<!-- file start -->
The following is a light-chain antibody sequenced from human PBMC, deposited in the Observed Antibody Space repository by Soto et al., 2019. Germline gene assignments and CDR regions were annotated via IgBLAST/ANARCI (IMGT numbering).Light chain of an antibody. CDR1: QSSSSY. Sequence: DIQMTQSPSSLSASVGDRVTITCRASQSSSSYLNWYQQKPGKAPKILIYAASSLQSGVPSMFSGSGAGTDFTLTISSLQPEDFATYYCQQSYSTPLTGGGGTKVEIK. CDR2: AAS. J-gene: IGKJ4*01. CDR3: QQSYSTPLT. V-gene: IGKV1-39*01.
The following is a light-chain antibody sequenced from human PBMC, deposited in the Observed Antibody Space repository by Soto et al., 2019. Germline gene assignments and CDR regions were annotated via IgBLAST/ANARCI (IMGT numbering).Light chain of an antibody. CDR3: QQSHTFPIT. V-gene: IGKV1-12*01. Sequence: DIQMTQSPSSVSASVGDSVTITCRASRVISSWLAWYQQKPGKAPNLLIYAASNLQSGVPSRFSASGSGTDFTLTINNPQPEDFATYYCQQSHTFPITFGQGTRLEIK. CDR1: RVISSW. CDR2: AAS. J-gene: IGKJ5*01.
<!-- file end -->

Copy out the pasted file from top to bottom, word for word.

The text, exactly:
The following is a light-chain antibody sequenced from human PBMC, deposited in the Observed Antibody Space repository by Soto et al., 2019. Germline gene assignments and CDR regions were annotated via IgBLAST/ANARCI (IMGT numbering).Light chain of an antibody. CDR1: QSSSSY. Sequence: DIQMTQSPSSLSASVGDRVTITCRASQSSSSYLNWYQQKPGKAPKILIYAASSLQSGVPSMFSGSGAGTDFTLTISSLQPEDFATYYCQQSYSTPLTGGGGTKVEIK. CDR2: AAS. J-gene: IGKJ4*01. CDR3: QQSYSTPLT. V-gene: IGKV1-39*01.
The following is a light-chain antibody sequenced from human PBMC, deposited in the Observed Antibody Space repository by Soto et al., 2019. Germline gene assignments and CDR regions were annotated via IgBLAST/ANARCI (IMGT numbering).Light chain of an antibody. CDR3: QQSHTFPIT. V-gene: IGKV1-12*01. Sequence: DIQMTQSPSSVSASVGDSVTITCRASRVISSWLAWYQQKPGKAPNLLIYAASNLQSGVPSRFSASGSGTDFTLTINNPQPEDFATYYCQQSHTFPITFGQGTRLEIK. CDR1: RVISSW. CDR2: AAS. J-gene: IGKJ5*01.